U.S. Energy News

New York energy plan would give lifeline to struggling nuclear plants

NUCLEAR: A proposal before New York regulators would require the state to get 15 percent of its electric supply from nuclear by 2020, which would be an economic lifeline for struggling upstate plants. (RTO Insider)

SOLAR:
• California investor-owned utilities are making concerted efforts to roll back rooftop solar incentives. (East Bay Express)
The Nevada utility at the center of a contentious net metering debate there proposes to grandfather solar customers on previous rates for the next 20 years. (PV Magazine)
• A rural electric co-op in Michigan’s Upper Peninsula has backed off a plan to restructure its net metering program that originally infuriated some of its members. (Midwest Energy News)

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CLEAN POWER PLAN:
• Nearly 30 states form a coalition appealing to the U.S. Supreme Court to place an emergency stay on the federal rules. (Bloomberg)
Utilities and environmental groups are at odds over how carbon trading should be incorporated into emissions goals. (ClimateWire)

DEMAND RESPONSE:
• The U.S. Supreme Court’s ruling this week will put the demand response market on a path of strong growth, yielding up to a $200 million increase in market size by the end of this year. (Greentech Media)
The U.S. Supreme Court did a “masterful job” explaining how demand response works and why the public should care about it. (Washington Post)

STORAGE: Grid operator MISO is looking at ways to grow its energy storage market, but observers say it has a ways to go to catch up to other grid operators. (Utility Dive)

COAL:
• Robert Murray wants the hearing date for his lawsuit against the EPA postponed so he can attend the GOP convention. (Huffington Post)
• Pennsylvania receives $2 million from the federal government for re-employment assistance for about 1,100 workers affected by coal industry layoffs in the state. (Pittsburgh Business Times)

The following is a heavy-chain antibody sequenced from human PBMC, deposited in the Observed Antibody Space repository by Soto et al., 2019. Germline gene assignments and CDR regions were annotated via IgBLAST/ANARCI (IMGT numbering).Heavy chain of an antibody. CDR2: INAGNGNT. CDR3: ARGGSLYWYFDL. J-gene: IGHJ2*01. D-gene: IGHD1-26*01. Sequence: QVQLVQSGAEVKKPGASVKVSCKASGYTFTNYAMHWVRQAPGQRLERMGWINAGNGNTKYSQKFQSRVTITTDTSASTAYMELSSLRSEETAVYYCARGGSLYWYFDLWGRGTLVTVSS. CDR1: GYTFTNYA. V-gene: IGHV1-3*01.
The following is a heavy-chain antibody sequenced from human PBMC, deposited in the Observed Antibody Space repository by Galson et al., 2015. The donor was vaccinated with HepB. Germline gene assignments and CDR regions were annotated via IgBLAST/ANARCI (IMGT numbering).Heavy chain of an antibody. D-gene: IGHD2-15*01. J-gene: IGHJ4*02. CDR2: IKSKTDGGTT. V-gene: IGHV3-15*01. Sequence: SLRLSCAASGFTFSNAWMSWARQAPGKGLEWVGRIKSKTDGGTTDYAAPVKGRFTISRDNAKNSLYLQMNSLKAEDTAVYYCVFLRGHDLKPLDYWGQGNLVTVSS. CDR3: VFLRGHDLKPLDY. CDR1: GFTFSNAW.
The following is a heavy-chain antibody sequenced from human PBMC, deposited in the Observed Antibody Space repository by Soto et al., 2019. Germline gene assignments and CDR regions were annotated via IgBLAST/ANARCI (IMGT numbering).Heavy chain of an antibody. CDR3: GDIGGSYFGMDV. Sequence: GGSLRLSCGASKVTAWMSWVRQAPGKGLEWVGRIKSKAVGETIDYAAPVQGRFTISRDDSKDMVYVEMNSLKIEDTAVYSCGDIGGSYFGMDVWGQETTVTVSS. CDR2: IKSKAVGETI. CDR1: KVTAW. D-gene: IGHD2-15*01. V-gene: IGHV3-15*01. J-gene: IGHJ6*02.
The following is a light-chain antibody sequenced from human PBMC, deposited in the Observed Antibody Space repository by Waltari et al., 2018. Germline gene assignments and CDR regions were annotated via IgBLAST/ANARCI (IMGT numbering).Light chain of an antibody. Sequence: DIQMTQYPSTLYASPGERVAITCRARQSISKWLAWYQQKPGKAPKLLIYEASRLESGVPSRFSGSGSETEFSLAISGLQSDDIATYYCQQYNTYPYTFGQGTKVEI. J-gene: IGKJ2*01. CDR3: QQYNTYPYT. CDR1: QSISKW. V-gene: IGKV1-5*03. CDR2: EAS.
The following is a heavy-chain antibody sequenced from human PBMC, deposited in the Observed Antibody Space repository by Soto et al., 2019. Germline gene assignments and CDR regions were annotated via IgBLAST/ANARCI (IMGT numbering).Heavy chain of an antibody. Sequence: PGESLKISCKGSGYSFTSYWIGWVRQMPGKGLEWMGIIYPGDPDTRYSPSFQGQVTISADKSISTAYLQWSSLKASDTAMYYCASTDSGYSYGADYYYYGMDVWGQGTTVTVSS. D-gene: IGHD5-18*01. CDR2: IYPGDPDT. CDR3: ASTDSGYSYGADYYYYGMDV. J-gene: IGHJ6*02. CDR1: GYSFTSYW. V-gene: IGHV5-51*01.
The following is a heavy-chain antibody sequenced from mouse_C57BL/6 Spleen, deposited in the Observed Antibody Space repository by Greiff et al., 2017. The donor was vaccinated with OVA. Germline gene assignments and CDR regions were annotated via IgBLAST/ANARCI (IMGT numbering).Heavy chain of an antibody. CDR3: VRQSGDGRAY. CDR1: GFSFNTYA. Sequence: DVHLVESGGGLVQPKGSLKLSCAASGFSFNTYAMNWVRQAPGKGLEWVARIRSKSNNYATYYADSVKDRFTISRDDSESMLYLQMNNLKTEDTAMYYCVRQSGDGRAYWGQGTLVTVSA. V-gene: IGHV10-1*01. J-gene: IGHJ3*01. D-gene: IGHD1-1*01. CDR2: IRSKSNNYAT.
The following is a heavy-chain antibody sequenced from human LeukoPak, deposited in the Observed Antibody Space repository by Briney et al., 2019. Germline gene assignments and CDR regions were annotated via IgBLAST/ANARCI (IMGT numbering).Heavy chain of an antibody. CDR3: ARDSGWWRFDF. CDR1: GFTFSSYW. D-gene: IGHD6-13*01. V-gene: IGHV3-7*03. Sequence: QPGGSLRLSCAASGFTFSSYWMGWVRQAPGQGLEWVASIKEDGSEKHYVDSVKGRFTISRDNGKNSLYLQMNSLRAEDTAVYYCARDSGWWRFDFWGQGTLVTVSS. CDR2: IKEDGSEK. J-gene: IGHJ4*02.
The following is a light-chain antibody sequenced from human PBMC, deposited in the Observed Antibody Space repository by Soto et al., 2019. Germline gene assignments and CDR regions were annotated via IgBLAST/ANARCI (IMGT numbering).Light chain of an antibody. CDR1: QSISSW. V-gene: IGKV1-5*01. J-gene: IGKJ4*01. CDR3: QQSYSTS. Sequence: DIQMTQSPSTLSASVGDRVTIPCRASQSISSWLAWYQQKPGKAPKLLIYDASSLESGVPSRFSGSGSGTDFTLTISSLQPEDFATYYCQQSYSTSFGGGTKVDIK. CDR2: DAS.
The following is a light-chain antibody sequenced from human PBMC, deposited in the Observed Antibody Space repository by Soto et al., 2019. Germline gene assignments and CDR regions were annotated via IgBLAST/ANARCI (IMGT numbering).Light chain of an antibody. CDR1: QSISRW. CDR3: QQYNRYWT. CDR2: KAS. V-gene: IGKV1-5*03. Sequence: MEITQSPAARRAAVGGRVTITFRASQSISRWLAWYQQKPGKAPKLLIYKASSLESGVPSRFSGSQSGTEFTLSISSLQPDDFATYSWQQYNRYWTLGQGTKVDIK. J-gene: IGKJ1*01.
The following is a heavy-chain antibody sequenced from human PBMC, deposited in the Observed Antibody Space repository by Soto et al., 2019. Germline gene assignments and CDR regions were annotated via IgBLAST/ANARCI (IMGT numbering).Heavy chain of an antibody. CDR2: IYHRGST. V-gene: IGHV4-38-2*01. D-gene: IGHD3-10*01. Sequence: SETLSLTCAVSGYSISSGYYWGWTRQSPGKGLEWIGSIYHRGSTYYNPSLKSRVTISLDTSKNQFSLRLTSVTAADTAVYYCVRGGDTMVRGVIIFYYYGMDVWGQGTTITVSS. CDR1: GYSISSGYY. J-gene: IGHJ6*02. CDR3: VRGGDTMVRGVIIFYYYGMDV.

CLIMATE:
• Republican U.S. Sen. Jim Inhofe says it’s “disingenuous” to say the Paris climate agreement will be effective in reducing greenhouse gas emissions. (The Hill) 
• A Portland, Oregon nonprofit specializing in conservation financing wants to spend $5.5 million to curb climate change. (Portland Business Journal)

EMISSIONS: Hundreds pack a U.S. EPA hearing in Salt Lake City to protest proposed federal rules requiring new pollution controls on Utah’s old coal plants. (Associated Press)

FOSSIL FUELS: Researchers say the changing trends in natural gas and coal consumption in Pennsylvania are affecting water use there. (Phys.org)

OIL AND GAS:
• Local planners in California oppose plans for an oil-by-rail project due to environmental and public health concerns. (Reuters)
A watchdog groups says Canadian energy regulators are doing a poor job of monitoring pipeline firms. (Reuters)
• 
Emboldened by the Obama administration’s recent moratorium on new coal mining leases on public land, advocates and scientists hope the policy will expand to include oil and gas leases. (Climate Central)

CONGRESS: The U.S. Senate begins work on a comprehensive, bipartisan energy plan. (WHO-TV)

POLITICS: Pro-ethanol candidates in Iowa may hold less clout with voters than they did in years past. (Grist)

COMMENTARY:
• New Mexico should reject new coal-mining plans that rely on an outdated financing method to cover reclamation costs. (Institute for Energy Economics and Financial Analysis)
More states should follow New York state’s lead in crafting bipartisan energy policy that protects public health. (Institute for Energy Economics and Financial Analysis)
The federal government’s rejection of a proposed path for the $5 billion Atlantic Coast Pipeline is “great news for our National Forests, our ground water, and the climate.” (Huffington Post)

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